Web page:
Yesterday, I said that I hold as a core value that all persons are created in the image of God and therefore have something to teach me about the image of God if I am willing to pay attention. This kind of no-preconceived-notions, no-pre-judgments mentality often makes me come across as naive. How can you ever meet someone and not assume at least something about him or her?
Well, you have to see through the eyes of God.
As I spoke about this in an ministry interview once, I could see the disbelief growing on the faces across the room. They figured I was just foolish, at best. Speaking in ideals, but not being honest with myself. Or perhaps I was naive. Or maybe I was just not a person prone to paying attention or to recognizing the things that are "most important" about others. Maybe I just wasn't really a "people person."
So to test this, the interviewers posed this question: "So wait - how would you interact with a 68-year-old, African-American male homosexual?"
To them, they had just nailed me - they had identified a type of person they thought to be completely opposite of the one they saw sitting in front of them. How would you interact with someone radically different than you?
Without missing a beat, I responded: "That depends. What do I know about him?"
They rolled their eyes. They had just told me everything I needed to know about him, they said. They had given me several categories by which to form an opinion of him and understand what is important and valuable to him.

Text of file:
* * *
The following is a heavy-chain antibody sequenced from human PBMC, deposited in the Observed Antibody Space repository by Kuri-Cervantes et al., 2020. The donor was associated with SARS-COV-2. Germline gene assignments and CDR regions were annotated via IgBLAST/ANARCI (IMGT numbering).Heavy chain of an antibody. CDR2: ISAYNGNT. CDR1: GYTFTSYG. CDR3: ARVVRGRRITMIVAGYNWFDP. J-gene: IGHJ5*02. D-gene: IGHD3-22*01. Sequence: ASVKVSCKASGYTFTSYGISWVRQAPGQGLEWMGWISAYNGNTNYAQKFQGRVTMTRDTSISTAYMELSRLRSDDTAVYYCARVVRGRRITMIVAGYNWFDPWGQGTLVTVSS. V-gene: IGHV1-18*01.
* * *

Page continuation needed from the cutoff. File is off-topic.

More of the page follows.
But my theology doesn't permit me such carelessness. My theology says that this man gets to tell me what his experience of the world is; his categories and demographics do not.
To my interviewers, it meant something that this man was older than me - more than twice my age. I ought to make assumptions about what he's seen, the kind of ethic he grew up with, the kind of life he's lived as a member of a certain generation. He would have come of age during the Vietnam War, would have remembered the moon landing and perhaps the assassination of JFK. He would have been alive during the Civil Rights struggle.
His race should tell me that I know nothing at all about his world, and I should start there and then assume why that should be. He would have been subject to prejudice, probably even discrimination. Those events that he lived through would have meant something different to him - he would have had more hopes and dreams wrapped up in them than I would have, simply by nature of our skin color. I could not pretend to know anything about poverty or segregation or the like; he would be the expert.
As a male, he has different eyes for the world than I do. He has seen it from a more dominant position, ironic in consideration of his race that would have run counter to that. He has seen it through increased expectations and social norms for what a man is - a provider, a breadwinner, a father. All things I could never know the way he knows.
And as a homosexual, he would have had to fight for love in a way that I probably never will. He will have been stigmatized here, too. Rejected. Persecuted. He may have been the target of hate crimes, may have questioned himself. He might have a terrible disease or at least be accused of it even if he doesn't.